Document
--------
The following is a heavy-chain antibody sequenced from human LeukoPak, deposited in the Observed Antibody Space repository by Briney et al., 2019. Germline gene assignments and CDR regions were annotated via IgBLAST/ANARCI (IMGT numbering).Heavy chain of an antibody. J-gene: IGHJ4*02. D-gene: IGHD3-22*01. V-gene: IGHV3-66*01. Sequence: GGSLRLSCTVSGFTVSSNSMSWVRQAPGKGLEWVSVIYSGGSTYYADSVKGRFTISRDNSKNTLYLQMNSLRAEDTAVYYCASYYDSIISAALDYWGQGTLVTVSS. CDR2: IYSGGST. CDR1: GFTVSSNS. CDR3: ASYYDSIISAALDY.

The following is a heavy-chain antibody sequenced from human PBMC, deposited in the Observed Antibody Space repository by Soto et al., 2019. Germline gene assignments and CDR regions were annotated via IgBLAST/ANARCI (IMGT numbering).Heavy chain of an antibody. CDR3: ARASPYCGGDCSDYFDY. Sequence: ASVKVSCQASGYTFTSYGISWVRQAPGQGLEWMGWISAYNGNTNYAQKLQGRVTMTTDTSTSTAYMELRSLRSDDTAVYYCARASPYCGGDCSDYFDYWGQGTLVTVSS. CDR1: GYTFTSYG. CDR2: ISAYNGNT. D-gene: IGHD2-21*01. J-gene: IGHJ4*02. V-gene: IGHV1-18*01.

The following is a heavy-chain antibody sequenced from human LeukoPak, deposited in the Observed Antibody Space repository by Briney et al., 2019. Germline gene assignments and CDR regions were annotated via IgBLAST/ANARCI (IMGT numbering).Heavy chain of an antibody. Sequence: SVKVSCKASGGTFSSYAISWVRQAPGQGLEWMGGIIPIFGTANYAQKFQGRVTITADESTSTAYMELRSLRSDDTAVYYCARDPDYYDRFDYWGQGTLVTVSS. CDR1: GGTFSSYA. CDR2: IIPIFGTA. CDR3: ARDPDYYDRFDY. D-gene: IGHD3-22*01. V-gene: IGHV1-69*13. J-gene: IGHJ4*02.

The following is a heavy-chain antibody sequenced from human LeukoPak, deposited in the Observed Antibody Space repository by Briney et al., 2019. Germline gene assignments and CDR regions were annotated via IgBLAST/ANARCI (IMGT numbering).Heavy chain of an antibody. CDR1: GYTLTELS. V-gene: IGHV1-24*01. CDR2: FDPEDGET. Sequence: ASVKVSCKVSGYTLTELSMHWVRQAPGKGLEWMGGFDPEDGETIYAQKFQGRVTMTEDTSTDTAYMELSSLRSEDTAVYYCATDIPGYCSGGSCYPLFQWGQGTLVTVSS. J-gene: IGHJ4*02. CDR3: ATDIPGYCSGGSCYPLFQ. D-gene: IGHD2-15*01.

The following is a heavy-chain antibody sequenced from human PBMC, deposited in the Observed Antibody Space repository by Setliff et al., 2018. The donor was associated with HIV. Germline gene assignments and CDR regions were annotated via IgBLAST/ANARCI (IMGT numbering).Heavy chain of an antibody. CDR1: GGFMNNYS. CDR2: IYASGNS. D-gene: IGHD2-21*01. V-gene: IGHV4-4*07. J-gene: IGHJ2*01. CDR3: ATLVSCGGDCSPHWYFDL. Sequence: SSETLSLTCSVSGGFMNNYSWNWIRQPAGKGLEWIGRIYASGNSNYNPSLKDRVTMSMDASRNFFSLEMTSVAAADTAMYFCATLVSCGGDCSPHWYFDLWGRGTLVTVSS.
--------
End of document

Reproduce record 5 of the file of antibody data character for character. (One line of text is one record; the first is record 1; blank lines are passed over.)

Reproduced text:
The following is a heavy-chain antibody sequenced from human PBMC, deposited in the Observed Antibody Space repository by Setliff et al., 2018. The donor was associated with HIV. Germline gene assignments and CDR regions were annotated via IgBLAST/ANARCI (IMGT numbering).Heavy chain of an antibody. CDR1: GGFMNNYS. CDR2: IYASGNS. D-gene: IGHD2-21*01. V-gene: IGHV4-4*07. J-gene: IGHJ2*01. CDR3: ATLVSCGGDCSPHWYFDL. Sequence: SSETLSLTCSVSGGFMNNYSWNWIRQPAGKGLEWIGRIYASGNSNYNPSLKDRVTMSMDASRNFFSLEMTSVAAADTAMYFCATLVSCGGDCSPHWYFDLWGRGTLVTVSS.